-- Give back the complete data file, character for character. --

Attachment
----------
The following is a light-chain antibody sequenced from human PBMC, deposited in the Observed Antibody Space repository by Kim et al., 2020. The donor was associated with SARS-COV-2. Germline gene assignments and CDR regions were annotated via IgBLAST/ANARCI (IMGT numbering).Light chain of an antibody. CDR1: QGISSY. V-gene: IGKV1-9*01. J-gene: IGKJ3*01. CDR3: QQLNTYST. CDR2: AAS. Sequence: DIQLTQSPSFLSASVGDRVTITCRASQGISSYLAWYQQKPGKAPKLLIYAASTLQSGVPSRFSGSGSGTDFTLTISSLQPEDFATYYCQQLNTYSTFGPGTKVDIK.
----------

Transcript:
The following is a light-chain antibody sequenced from human PBMC, deposited in the Observed Antibody Space repository by Kim et al., 2020. The donor was associated with SARS-COV-2. Germline gene assignments and CDR regions were annotated via IgBLAST/ANARCI (IMGT numbering).Light chain of an antibody. CDR1: QGISSY. V-gene: IGKV1-9*01. J-gene: IGKJ3*01. CDR3: QQLNTYST. CDR2: AAS. Sequence: DIQLTQSPSFLSASVGDRVTITCRASQGISSYLAWYQQKPGKAPKLLIYAASTLQSGVPSRFSGSGSGTDFTLTISSLQPEDFATYYCQQLNTYSTFGPGTKVDIK.